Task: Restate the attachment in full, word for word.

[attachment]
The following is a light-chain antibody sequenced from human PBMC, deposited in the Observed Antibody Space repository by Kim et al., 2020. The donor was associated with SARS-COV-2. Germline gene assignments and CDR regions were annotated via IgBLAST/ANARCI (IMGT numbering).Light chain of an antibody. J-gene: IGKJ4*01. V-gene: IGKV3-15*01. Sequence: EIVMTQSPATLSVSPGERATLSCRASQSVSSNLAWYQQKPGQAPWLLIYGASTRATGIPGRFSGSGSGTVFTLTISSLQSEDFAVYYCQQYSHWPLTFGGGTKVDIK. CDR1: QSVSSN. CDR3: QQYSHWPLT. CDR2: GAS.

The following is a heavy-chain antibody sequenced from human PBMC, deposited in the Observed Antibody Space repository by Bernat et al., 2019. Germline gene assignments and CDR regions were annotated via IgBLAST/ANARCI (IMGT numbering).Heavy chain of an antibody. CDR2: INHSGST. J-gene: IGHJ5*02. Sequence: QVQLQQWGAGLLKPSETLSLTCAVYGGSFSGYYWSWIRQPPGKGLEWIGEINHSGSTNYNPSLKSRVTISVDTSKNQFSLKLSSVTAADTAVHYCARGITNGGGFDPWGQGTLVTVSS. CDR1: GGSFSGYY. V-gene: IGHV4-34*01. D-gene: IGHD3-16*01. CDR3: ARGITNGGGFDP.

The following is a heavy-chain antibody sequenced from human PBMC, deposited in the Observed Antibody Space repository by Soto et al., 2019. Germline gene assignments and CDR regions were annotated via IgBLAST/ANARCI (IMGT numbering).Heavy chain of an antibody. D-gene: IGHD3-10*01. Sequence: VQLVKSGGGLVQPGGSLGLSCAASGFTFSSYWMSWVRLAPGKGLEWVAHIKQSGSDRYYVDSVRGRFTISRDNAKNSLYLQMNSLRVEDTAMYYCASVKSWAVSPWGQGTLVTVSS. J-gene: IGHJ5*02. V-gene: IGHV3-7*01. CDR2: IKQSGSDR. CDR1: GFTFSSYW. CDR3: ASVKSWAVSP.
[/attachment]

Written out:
The following is a light-chain antibody sequenced from human PBMC, deposited in the Observed Antibody Space repository by Kim et al., 2020. The donor was associated with SARS-COV-2. Germline gene assignments and CDR regions were annotated via IgBLAST/ANARCI (IMGT numbering).Light chain of an antibody. J-gene: IGKJ4*01. V-gene: IGKV3-15*01. Sequence: EIVMTQSPATLSVSPGERATLSCRASQSVSSNLAWYQQKPGQAPWLLIYGASTRATGIPGRFSGSGSGTVFTLTISSLQSEDFAVYYCQQYSHWPLTFGGGTKVDIK. CDR1: QSVSSN. CDR3: QQYSHWPLT. CDR2: GAS.

The following is a heavy-chain antibody sequenced from human PBMC, deposited in the Observed Antibody Space repository by Bernat et al., 2019. Germline gene assignments and CDR regions were annotated via IgBLAST/ANARCI (IMGT numbering).Heavy chain of an antibody. CDR2: INHSGST. J-gene: IGHJ5*02. Sequence: QVQLQQWGAGLLKPSETLSLTCAVYGGSFSGYYWSWIRQPPGKGLEWIGEINHSGSTNYNPSLKSRVTISVDTSKNQFSLKLSSVTAADTAVHYCARGITNGGGFDPWGQGTLVTVSS. CDR1: GGSFSGYY. V-gene: IGHV4-34*01. D-gene: IGHD3-16*01. CDR3: ARGITNGGGFDP.

The following is a heavy-chain antibody sequenced from human PBMC, deposited in the Observed Antibody Space repository by Soto et al., 2019. Germline gene assignments and CDR regions were annotated via IgBLAST/ANARCI (IMGT numbering).Heavy chain of an antibody. D-gene: IGHD3-10*01. Sequence: VQLVKSGGGLVQPGGSLGLSCAASGFTFSSYWMSWVRLAPGKGLEWVAHIKQSGSDRYYVDSVRGRFTISRDNAKNSLYLQMNSLRVEDTAMYYCASVKSWAVSPWGQGTLVTVSS. J-gene: IGHJ5*02. V-gene: IGHV3-7*01. CDR2: IKQSGSDR. CDR1: GFTFSSYW. CDR3: ASVKSWAVSP.